If you're having a rough time in life, questioning your decisions or wondering if you can take the stress of the situation you've gotten yourself into, you could decide to go see a psychologist to help you think things through. But if you do that in the UK, you might be shocked by what that therapist prescribes you

Under a new program called the "Books on Prescription program," doctors in the country's National Health Service are actually prescribing specific titles for specific ailments. 

"If your primary care physician diagnoses you with 'mild to moderate' depression, one of her options is now to scribble a title on a prescription pad. You take the torn-off sheet not to the pharmacy but to your local library, where it can be exchanged for a copy of "Overcoming Depression," "Mind Over Mood," or "The Feeling Good Handbook." And depression is only one of over a dozen conditions treated," reports the Boston Globe

Private outfits are even offering book prescriptions for more everyday complaints like career ennui, climate change dread, or family tensions. 

All of which is a fascinating option if you can make it across the pond and sign yourself up for some "bibliotherapy." But even if you're elsewhere, there are helpful lists of books suited to particular struggles and life periods. One of the most fascinating recent ones I've come across is a list of 100 books for every age of your life, compiled by The Washington Post's Book World staff. 

Broken down by decade, the list offers a prescription for the common crises and conundrums of every life stage. To give you an idea here are some of their picks for your 30s (chosen for no particular reason other than I am 38):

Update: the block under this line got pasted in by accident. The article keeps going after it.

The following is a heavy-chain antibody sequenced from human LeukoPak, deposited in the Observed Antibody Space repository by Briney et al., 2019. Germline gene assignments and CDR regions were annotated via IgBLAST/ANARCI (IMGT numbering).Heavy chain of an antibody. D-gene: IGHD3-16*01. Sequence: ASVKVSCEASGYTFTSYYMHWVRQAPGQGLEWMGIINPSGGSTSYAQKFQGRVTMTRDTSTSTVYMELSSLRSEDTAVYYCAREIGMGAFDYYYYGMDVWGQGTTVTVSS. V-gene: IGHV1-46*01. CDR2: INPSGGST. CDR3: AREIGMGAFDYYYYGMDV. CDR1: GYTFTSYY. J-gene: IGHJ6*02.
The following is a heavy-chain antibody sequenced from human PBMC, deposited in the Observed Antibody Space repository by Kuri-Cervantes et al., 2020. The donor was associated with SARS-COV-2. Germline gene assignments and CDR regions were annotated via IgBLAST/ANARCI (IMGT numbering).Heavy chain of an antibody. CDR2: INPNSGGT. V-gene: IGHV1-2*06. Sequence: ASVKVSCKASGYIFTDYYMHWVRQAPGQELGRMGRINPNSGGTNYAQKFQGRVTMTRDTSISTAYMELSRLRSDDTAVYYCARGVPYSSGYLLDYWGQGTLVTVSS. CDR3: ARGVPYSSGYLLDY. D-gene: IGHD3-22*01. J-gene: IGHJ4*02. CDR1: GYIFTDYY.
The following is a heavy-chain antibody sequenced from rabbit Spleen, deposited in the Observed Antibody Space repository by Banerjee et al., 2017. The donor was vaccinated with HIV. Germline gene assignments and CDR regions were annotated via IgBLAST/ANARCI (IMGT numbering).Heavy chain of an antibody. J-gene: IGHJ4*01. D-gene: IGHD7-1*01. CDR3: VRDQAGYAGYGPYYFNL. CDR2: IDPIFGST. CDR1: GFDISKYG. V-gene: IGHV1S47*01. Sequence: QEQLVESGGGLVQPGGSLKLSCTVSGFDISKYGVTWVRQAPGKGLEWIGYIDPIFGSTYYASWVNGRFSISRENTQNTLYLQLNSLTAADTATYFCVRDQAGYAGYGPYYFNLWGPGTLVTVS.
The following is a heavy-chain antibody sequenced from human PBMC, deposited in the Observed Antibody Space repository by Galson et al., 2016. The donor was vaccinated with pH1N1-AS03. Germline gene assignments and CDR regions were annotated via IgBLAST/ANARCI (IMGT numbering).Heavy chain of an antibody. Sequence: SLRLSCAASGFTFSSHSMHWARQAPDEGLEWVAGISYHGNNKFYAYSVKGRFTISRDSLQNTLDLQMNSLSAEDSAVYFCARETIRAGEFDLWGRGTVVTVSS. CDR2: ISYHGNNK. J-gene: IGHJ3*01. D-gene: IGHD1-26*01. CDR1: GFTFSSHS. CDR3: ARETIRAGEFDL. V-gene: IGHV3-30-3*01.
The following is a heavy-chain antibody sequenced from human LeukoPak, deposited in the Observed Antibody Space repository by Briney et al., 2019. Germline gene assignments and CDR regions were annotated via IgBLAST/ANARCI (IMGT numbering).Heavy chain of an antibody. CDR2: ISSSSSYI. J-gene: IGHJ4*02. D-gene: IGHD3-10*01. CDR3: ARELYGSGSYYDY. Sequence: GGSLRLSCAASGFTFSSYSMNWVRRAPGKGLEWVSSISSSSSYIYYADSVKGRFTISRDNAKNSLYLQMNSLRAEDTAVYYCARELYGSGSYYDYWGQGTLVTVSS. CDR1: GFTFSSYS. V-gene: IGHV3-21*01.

"Society may try to force you into a mold. You don't have to comply." Truer words may never have been spoken. 

2. How to Talk So Kids Will Listen & Listen So Kids Will Talk by Adele Faber and Elaine Mazlish​

"Tips for communicating with children also come in handy when dealing with adults who act like them." Who couldn't use a little advice along these lines? 

3. The Joy Luck Club by Amy Tan 

"Your mother has stories to tell and insights to share, though you might not be ready to hear them until you're grown up."

4. The Sportswriter by Richard Ford 

"There is a lost and sad, yet somehow hopeful, dude lurking inside every man." This novel didn't speak to me at all, but my husband loved it, insisting it's "a guy thing." Apparently, others agree. 

5. What Alice Forgot by Liane Moriarty 

What's the message of this novel about a woman who takes a knock on the head at 29 and comes out of her amnesia at 39? "Is this where you really want to be in life? Because it's not too late to do things differently," says WaPo.  

Check out the complete list of books for interesting prescriptions for every age.